04 September 2019
Explore the history, scenery and natural heritage of Loch Ness with our guide to the top ten things to do in the Loch Ness region.
1 Caledonian Canal
A sixty-mile stretch of water built to connect Loch Ness to Inverness. The canal engineer was designed by Thomas Telford and opened in 1822, originally used largely by trade ships hoping to avoid the threat of pirates on the open sea. The Caledonian Canal Visitor Centre at Fort Augustus offers an introduction to explore the canal’s history and learn how boats travel through the locks.
Caledonian Canal Visitor Centre, Ardchattan House, Canalside, Fort Augustus PH32 4BA; tel: 01320 366493.
2 Clansman Centre
A unique living history attraction which has re-created the interior of a Highlands turf house to show what life was like in the area in the seventeenth century. There are regular demonstrations including sword fighting and costume and clothing.
Clansman Centre, Fort Augustus, Loch Ness PH32 4BD; tel: 01320 366444.
A small village which is home to the famous Loch Ness Exhibition, as well as a model village featuring visitor attractions including nearby Urquhart Castle.
Drumnadrochit, west shore of Loch Ness.
4 Fall of Foyers
A 140-foot waterfall immortalised in the Rabbie Burns poem: ‘Among the heathy hills and ragged woods, The roaring Foyers pours his mossy floods; Till full he dashes on the rocky mounds’.
The River Foyers drops dramatically into the Fall, a gorge which leads down to Loch Ness. Along the waymarked trail visitors can learn about the Fall’s history and its popularity during the Victorian era.
Fall of Foyers, South Loch Ness, grid reference: NH497203
5 Fort Augustus
A village known as the ‘gateway to Loch Ness’, Fort Augustus was named after the son of King George II and built during the 1715 Jacobite rebellion, when the government feared for its troops in the region. Several boat tours of Loch Ness leave from Fort Augustus and you can also access the Caledonian Canal and the Great Glen Way here.
6 Glen Affric
Fifteen miles to the west of Loch Ness is Glen Affric, a Highland glen which is classed as a National Nature Reserve. Explore the remains of an ancient pine forest, walk quiet woodland tracks enjoy crafts and music in the village of Strathglass.
7 Highland Archive Centre
If you’d like to take a break from outdoor activities, the Highland Archive Centre is the main venue for finding out more about Highland ancestors. Here, you can explore paper-based resources such as censuses, street directories and Old Parish Registers. You can also access the holdings of the ScotlandsPeople Centre at one of the centre’s four computers.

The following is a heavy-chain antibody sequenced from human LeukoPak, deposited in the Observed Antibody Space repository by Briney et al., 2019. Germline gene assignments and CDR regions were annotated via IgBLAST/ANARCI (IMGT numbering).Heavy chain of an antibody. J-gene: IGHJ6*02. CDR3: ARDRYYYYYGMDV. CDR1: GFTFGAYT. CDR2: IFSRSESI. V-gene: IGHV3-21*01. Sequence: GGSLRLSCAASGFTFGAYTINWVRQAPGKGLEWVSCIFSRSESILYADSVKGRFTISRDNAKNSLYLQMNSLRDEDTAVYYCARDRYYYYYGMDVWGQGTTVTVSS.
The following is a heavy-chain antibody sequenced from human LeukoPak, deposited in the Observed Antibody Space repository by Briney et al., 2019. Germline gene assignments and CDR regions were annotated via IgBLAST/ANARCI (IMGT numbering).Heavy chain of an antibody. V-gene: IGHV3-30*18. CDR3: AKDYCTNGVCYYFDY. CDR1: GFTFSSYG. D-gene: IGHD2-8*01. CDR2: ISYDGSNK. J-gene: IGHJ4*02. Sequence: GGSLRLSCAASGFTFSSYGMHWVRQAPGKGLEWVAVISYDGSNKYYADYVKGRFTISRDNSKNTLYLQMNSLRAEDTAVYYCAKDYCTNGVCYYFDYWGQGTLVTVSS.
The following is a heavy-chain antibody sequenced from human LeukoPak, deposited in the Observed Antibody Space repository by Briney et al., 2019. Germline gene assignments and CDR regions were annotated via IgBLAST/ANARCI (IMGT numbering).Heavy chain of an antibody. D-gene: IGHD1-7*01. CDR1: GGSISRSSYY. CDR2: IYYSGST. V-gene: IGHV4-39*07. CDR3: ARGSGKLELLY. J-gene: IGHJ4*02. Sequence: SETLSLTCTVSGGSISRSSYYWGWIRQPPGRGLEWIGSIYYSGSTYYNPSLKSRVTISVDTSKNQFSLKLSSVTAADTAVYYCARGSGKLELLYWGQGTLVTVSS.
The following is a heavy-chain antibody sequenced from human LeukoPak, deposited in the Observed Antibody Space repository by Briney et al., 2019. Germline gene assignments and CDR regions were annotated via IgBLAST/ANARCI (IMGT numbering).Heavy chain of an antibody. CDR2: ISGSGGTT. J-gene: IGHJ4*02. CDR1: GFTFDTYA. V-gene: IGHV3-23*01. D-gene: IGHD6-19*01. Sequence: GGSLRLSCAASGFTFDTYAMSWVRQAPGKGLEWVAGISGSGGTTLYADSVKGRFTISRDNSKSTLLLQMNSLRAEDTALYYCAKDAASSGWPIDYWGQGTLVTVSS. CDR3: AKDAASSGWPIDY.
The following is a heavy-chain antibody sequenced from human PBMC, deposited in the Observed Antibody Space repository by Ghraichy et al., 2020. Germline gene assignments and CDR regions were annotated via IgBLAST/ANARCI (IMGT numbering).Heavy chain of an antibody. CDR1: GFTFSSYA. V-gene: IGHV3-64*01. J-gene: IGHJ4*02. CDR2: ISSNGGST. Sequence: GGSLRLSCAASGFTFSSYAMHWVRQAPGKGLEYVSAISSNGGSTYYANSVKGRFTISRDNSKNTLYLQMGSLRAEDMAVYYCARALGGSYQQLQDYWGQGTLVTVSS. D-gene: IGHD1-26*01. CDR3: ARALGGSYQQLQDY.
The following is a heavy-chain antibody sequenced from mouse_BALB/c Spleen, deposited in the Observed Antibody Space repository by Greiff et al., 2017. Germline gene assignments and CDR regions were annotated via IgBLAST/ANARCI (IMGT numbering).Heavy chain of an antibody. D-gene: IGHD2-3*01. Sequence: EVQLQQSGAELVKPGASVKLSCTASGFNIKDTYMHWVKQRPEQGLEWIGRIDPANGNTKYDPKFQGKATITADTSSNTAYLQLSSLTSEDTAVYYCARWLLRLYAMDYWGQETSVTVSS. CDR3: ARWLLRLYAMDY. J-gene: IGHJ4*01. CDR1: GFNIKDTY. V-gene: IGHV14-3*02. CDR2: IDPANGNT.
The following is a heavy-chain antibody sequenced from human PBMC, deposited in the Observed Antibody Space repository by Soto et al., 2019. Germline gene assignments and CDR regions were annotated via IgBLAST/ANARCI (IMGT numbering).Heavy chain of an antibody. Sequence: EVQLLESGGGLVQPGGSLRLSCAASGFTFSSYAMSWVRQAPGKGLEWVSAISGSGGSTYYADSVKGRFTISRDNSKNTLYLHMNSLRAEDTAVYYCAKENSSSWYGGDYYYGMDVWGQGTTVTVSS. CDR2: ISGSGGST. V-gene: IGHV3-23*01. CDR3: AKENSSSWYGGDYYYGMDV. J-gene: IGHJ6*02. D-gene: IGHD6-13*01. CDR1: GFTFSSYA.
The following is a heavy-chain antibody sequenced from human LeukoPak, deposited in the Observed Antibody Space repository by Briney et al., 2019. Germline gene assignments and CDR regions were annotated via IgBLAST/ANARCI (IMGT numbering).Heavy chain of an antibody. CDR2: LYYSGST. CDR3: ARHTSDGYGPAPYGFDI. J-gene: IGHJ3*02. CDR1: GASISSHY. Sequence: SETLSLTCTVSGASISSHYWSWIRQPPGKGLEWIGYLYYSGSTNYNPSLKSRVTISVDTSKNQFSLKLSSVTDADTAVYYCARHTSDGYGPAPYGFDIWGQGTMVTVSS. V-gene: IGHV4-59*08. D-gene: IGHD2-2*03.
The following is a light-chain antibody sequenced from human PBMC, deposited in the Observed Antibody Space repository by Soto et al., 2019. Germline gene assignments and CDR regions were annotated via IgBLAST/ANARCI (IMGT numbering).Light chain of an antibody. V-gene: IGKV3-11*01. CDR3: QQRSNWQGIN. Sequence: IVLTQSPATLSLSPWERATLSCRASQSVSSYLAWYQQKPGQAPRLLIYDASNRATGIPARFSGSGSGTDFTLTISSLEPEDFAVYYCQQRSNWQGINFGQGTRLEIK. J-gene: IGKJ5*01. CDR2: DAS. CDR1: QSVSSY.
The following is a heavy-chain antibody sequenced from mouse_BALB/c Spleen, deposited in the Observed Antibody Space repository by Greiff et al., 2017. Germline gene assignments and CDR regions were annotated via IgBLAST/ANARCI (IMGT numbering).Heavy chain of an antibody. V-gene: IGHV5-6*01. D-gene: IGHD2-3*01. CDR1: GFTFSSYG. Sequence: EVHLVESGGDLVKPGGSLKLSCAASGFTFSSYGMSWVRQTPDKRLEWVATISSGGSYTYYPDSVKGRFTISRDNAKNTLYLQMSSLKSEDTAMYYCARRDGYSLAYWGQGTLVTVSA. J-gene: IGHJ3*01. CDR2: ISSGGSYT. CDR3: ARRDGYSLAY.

Highland Archive Centre, Bught Road, Inverness IV3 5SS; tel: 01463 256444.
8 Loch Ness Visitor Centre & Exhibition
With seven themed areas covering 500 million years of history, the Loch Ness Visitor Centre (right) tells the story of the loch and explores Loch Ness sightings from over the centuries. Discover how natural phenomena can produce the perfect conditions for false sightings of Nessie, and find out why the monster continues to elude discovery.
Loch Ness Visitor Centre, Drumnadrochit IV63 6TU; tel: 01456 450573.
9 Trail of the Seven Lochs
A fifty miles walking trail of seven lochs including Loch Ness: Loch Mhor, Loch Ashie, Loch Ceo Glais, Loch a Choire, Loch Duntelchaig and Loch Bunachton. The trail can be tackled in separate sections, with the Loch Ness section beginning at Inverfarigaig.
South Loch Ness Access Group has created a map of the route and a written description, which you can access on their website.
10 Urquhart Castle
A medieval castle spectacularly sited on a rocky outlet overlooking Loch Ness. This strategic site has witnessed over 1,000 years of history, from a visit by St Columba in the sixth century, through to clan warfare and the deliberate destruction of the castle by gunpowder as government troops left in 1692. There are still substantial ruins for today’s visitors to explore, including a substantial tower house.
Urquhart Castle, Loch Ness, IV63 6XJ; tel: 01456 450551.